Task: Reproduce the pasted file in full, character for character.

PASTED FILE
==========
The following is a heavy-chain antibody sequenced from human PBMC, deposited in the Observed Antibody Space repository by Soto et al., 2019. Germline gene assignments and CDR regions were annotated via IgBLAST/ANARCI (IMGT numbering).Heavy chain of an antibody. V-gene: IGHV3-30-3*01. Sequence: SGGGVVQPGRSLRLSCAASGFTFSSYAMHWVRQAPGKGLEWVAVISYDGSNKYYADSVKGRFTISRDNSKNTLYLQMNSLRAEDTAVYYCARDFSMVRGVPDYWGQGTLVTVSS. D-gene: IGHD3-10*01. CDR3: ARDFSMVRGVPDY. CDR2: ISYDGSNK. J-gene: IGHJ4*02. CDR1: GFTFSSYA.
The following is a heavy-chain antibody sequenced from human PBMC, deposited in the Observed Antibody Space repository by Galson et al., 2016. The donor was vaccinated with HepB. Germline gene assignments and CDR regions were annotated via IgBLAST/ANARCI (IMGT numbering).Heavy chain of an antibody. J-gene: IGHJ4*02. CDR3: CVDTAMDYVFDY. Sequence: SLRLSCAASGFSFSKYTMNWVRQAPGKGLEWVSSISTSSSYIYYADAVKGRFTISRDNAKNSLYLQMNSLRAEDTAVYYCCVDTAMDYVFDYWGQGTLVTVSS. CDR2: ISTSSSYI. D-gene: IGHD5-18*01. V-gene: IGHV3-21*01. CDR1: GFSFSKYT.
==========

The following is a heavy-chain antibody sequenced from human PBMC, deposited in the Observed Antibody Space repository by Soto et al., 2019. Germline gene assignments and CDR regions were annotated via IgBLAST/ANARCI (IMGT numbering).Heavy chain of an antibody. V-gene: IGHV3-30-3*01. Sequence: SGGGVVQPGRSLRLSCAASGFTFSSYAMHWVRQAPGKGLEWVAVISYDGSNKYYADSVKGRFTISRDNSKNTLYLQMNSLRAEDTAVYYCARDFSMVRGVPDYWGQGTLVTVSS. D-gene: IGHD3-10*01. CDR3: ARDFSMVRGVPDY. CDR2: ISYDGSNK. J-gene: IGHJ4*02. CDR1: GFTFSSYA.
The following is a heavy-chain antibody sequenced from human PBMC, deposited in the Observed Antibody Space repository by Galson et al., 2016. The donor was vaccinated with HepB. Germline gene assignments and CDR regions were annotated via IgBLAST/ANARCI (IMGT numbering).Heavy chain of an antibody. J-gene: IGHJ4*02. CDR3: CVDTAMDYVFDY. Sequence: SLRLSCAASGFSFSKYTMNWVRQAPGKGLEWVSSISTSSSYIYYADAVKGRFTISRDNAKNSLYLQMNSLRAEDTAVYYCCVDTAMDYVFDYWGQGTLVTVSS. CDR2: ISTSSSYI. D-gene: IGHD5-18*01. V-gene: IGHV3-21*01. CDR1: GFSFSKYT.